information, fiscal targets, incentives for prudent action, and procedures to enhance accountability could make a difference. The reforms and options outlined in this chapter could help.



1. Trust funds, such as Medicare Part A (hospital insurance), become a net fiscal drain on the budget when they are contributing less cash from dedicated taxes than they are spending, which is often long before their fund runs out of Treasury securities that enable them to pay benefits in full. Even though the fund may be technically solvent, the budget incurs a net financial burden as fund-held Treasury securities are redeemed to cover cash deficits.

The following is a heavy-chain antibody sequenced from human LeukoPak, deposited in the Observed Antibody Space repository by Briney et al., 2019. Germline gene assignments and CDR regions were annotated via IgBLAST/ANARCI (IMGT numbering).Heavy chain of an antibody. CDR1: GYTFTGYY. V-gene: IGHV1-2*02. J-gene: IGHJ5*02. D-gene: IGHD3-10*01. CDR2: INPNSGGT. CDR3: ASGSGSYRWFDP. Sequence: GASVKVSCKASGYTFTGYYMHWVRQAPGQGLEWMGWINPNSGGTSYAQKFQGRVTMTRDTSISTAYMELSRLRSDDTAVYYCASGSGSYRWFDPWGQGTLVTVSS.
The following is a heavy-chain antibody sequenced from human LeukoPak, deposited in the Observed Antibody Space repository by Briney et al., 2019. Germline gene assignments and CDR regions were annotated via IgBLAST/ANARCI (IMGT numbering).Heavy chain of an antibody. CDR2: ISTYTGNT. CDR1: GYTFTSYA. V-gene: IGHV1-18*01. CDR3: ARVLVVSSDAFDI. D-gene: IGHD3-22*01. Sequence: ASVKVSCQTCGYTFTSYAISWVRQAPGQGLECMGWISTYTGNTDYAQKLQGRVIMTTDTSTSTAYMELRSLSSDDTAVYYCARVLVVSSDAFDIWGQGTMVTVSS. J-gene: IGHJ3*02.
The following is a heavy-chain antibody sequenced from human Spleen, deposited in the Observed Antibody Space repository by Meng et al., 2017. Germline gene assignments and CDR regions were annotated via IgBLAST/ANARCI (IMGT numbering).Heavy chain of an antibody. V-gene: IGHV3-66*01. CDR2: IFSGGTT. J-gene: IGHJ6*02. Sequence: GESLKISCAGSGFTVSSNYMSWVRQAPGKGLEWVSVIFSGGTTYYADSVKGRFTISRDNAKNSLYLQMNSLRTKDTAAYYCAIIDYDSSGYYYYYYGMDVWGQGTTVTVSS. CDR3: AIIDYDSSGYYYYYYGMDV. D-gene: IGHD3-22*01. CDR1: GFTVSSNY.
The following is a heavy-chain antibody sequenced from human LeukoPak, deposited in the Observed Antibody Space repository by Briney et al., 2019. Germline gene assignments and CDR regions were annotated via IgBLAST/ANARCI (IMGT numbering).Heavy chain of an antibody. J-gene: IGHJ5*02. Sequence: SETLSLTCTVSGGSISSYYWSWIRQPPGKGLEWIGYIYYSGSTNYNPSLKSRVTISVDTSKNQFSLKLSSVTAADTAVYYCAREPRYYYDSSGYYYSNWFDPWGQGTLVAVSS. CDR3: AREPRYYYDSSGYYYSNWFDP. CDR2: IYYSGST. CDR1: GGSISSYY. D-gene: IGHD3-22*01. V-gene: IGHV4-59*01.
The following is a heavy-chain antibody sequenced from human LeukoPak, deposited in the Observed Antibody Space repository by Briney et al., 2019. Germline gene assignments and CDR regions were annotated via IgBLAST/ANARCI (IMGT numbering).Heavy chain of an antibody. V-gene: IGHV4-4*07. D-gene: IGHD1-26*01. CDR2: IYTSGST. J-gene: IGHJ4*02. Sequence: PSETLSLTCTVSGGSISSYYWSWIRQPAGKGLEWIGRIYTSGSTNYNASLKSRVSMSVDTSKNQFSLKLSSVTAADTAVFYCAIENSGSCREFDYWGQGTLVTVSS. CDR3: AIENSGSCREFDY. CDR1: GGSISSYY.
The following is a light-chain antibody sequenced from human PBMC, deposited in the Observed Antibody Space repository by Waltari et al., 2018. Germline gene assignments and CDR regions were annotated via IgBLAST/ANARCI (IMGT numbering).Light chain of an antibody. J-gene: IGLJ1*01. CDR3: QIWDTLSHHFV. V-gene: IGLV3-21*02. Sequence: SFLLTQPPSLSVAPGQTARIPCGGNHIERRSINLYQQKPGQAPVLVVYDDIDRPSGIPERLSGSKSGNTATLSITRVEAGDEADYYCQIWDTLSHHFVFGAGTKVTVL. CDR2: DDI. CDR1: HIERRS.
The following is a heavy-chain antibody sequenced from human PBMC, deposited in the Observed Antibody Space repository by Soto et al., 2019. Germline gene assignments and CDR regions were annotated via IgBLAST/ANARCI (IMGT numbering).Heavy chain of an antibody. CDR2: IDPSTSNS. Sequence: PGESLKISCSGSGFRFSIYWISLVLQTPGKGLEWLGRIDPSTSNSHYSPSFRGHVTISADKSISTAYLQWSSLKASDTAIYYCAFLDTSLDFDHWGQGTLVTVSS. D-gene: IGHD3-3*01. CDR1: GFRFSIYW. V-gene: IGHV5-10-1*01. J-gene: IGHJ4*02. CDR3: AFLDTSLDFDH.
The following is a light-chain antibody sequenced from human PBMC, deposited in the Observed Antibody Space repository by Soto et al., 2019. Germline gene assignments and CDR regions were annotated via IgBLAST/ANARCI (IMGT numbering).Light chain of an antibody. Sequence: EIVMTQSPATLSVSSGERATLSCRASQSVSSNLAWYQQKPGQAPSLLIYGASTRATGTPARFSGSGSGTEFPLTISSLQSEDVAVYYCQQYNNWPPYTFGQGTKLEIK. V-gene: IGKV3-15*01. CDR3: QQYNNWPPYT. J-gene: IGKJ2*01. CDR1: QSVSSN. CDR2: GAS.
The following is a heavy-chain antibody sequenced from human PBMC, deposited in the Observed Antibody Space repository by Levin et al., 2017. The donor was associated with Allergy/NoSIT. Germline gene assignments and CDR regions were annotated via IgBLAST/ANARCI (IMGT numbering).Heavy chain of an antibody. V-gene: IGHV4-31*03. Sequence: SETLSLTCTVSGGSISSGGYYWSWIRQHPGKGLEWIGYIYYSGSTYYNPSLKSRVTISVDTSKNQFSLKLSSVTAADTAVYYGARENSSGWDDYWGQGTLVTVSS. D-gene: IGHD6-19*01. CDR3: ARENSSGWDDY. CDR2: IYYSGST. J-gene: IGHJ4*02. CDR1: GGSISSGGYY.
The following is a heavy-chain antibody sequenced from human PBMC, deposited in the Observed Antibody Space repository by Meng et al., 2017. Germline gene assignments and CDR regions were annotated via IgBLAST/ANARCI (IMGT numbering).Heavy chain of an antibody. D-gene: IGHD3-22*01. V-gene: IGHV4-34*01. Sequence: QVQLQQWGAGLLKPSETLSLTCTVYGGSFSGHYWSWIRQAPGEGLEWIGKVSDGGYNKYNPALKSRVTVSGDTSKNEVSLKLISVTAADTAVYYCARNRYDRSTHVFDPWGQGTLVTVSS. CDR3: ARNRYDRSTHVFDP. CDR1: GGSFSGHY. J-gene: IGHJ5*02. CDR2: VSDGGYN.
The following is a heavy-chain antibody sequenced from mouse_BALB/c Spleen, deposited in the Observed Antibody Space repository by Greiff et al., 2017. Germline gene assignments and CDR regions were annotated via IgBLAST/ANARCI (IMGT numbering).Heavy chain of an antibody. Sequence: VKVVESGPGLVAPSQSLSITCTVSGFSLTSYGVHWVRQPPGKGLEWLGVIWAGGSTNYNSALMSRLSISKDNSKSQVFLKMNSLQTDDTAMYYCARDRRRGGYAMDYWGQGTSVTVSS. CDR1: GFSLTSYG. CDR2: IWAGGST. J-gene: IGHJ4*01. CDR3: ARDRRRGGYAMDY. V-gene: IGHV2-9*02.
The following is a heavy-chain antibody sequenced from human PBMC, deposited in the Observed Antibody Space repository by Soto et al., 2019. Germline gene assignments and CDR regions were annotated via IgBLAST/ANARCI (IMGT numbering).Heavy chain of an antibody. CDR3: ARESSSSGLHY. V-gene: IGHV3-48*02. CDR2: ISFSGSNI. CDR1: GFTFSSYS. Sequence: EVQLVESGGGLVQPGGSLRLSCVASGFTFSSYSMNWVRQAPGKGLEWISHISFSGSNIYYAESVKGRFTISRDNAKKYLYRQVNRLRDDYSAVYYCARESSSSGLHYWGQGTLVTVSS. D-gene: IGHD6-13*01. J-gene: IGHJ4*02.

2. If the trigger concept is extended to tax expenditures, there would be particular challenges, including the several years’ lag before data on revenue losses become available and the large number of exogenous factors that affect tax expenditure revenue losses, including changes in tax rates and other tax expenditures.


3. This softer trigger, which requires expedited consideration of Medicare reforms, has been ignored or bypassed by the House in both years that such a review was triggered. Currently, the Medicare program has a trigger that is activated when the general revenues that support the program exceed 45 percent of the total program. Because the trigger was activated for fiscal 2009, the President included in his budget proposals to bring Medicare below the threshold, but Congress took no action in response.

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